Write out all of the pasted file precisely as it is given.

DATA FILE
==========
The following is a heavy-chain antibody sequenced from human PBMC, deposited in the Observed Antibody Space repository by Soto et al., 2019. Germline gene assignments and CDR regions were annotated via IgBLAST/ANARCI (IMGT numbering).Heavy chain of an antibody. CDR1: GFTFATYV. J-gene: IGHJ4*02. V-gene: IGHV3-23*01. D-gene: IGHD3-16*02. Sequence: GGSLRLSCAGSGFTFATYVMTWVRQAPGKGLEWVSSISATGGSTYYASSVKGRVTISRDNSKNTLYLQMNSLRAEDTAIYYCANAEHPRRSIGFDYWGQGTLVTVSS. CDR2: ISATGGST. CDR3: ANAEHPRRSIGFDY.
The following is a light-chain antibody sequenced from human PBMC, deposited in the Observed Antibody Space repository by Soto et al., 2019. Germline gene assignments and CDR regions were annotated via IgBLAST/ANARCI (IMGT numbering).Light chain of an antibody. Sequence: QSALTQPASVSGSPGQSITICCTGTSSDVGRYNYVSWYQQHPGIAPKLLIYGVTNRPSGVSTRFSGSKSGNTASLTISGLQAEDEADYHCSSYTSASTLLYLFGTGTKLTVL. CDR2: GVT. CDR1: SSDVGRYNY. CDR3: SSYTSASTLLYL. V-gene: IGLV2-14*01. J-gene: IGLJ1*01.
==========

The following is a heavy-chain antibody sequenced from human PBMC, deposited in the Observed Antibody Space repository by Soto et al., 2019. Germline gene assignments and CDR regions were annotated via IgBLAST/ANARCI (IMGT numbering).Heavy chain of an antibody. CDR1: GFTFATYV. J-gene: IGHJ4*02. V-gene: IGHV3-23*01. D-gene: IGHD3-16*02. Sequence: GGSLRLSCAGSGFTFATYVMTWVRQAPGKGLEWVSSISATGGSTYYASSVKGRVTISRDNSKNTLYLQMNSLRAEDTAIYYCANAEHPRRSIGFDYWGQGTLVTVSS. CDR2: ISATGGST. CDR3: ANAEHPRRSIGFDY.
The following is a light-chain antibody sequenced from human PBMC, deposited in the Observed Antibody Space repository by Soto et al., 2019. Germline gene assignments and CDR regions were annotated via IgBLAST/ANARCI (IMGT numbering).Light chain of an antibody. Sequence: QSALTQPASVSGSPGQSITICCTGTSSDVGRYNYVSWYQQHPGIAPKLLIYGVTNRPSGVSTRFSGSKSGNTASLTISGLQAEDEADYHCSSYTSASTLLYLFGTGTKLTVL. CDR2: GVT. CDR1: SSDVGRYNY. CDR3: SSYTSASTLLYL. V-gene: IGLV2-14*01. J-gene: IGLJ1*01.